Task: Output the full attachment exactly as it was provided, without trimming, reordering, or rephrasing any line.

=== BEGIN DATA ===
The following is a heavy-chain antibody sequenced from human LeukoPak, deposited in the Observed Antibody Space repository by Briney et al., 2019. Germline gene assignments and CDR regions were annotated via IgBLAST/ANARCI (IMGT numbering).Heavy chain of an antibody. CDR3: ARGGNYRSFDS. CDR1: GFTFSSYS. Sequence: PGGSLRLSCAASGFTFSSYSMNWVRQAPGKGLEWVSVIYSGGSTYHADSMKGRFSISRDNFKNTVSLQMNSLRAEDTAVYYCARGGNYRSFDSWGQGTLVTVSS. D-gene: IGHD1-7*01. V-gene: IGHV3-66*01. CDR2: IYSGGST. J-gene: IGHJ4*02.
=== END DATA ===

The following is a heavy-chain antibody sequenced from human LeukoPak, deposited in the Observed Antibody Space repository by Briney et al., 2019. Germline gene assignments and CDR regions were annotated via IgBLAST/ANARCI (IMGT numbering).Heavy chain of an antibody. CDR3: ARGGNYRSFDS. CDR1: GFTFSSYS. Sequence: PGGSLRLSCAASGFTFSSYSMNWVRQAPGKGLEWVSVIYSGGSTYHADSMKGRFSISRDNFKNTVSLQMNSLRAEDTAVYYCARGGNYRSFDSWGQGTLVTVSS. D-gene: IGHD1-7*01. V-gene: IGHV3-66*01. CDR2: IYSGGST. J-gene: IGHJ4*02.